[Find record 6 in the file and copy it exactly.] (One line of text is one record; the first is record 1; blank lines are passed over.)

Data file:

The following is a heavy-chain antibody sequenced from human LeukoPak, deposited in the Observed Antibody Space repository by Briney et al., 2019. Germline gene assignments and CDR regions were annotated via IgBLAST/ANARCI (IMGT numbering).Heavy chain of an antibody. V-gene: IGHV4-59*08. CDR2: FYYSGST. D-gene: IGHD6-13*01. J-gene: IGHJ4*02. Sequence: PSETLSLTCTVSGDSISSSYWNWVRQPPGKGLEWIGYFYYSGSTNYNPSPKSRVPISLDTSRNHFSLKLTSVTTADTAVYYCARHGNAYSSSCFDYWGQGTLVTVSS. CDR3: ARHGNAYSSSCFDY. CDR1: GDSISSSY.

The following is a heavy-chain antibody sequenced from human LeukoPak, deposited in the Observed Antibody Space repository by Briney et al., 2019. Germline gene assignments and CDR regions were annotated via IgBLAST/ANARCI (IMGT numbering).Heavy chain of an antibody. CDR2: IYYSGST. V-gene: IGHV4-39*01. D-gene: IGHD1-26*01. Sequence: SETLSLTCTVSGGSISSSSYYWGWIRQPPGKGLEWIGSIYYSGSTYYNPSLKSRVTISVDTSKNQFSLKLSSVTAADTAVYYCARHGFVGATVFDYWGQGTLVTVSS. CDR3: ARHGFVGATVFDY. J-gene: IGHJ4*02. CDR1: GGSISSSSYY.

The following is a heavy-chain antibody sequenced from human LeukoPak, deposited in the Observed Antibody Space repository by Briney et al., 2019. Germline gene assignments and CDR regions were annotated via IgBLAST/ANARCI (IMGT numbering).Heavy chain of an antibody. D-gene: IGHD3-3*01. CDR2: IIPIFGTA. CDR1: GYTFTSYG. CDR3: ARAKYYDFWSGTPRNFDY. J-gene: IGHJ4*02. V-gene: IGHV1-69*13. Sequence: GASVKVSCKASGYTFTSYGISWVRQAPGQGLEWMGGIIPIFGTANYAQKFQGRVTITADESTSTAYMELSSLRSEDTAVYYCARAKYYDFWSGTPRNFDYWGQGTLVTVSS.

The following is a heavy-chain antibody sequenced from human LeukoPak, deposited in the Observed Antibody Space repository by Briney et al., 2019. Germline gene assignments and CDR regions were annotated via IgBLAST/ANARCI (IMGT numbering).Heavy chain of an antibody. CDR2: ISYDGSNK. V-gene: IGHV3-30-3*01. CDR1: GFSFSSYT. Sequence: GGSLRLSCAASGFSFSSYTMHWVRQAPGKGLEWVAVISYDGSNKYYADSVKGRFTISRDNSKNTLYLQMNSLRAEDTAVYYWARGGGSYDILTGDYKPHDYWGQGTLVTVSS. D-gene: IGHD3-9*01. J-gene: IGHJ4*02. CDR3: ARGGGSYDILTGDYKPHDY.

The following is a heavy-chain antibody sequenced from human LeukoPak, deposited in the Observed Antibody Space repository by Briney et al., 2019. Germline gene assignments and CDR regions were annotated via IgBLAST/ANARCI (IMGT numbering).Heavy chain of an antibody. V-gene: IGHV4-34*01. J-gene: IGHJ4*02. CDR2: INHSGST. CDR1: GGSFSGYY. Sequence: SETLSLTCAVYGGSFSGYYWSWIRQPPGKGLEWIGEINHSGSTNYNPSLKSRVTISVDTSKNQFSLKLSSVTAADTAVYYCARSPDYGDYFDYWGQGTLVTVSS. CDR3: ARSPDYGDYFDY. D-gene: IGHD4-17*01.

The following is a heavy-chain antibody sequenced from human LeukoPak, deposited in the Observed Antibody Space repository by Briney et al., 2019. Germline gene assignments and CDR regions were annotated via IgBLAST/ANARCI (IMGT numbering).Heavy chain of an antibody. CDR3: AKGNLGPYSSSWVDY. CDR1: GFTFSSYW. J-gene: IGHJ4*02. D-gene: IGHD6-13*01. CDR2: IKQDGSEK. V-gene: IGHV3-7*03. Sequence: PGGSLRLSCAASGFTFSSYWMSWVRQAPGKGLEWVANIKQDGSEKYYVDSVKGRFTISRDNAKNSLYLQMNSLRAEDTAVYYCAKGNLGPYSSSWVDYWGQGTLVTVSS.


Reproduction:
The following is a heavy-chain antibody sequenced from human LeukoPak, deposited in the Observed Antibody Space repository by Briney et al., 2019. Germline gene assignments and CDR regions were annotated via IgBLAST/ANARCI (IMGT numbering).Heavy chain of an antibody. CDR3: AKGNLGPYSSSWVDY. CDR1: GFTFSSYW. J-gene: IGHJ4*02. D-gene: IGHD6-13*01. CDR2: IKQDGSEK. V-gene: IGHV3-7*03. Sequence: PGGSLRLSCAASGFTFSSYWMSWVRQAPGKGLEWVANIKQDGSEKYYVDSVKGRFTISRDNAKNSLYLQMNSLRAEDTAVYYCAKGNLGPYSSSWVDYWGQGTLVTVSS.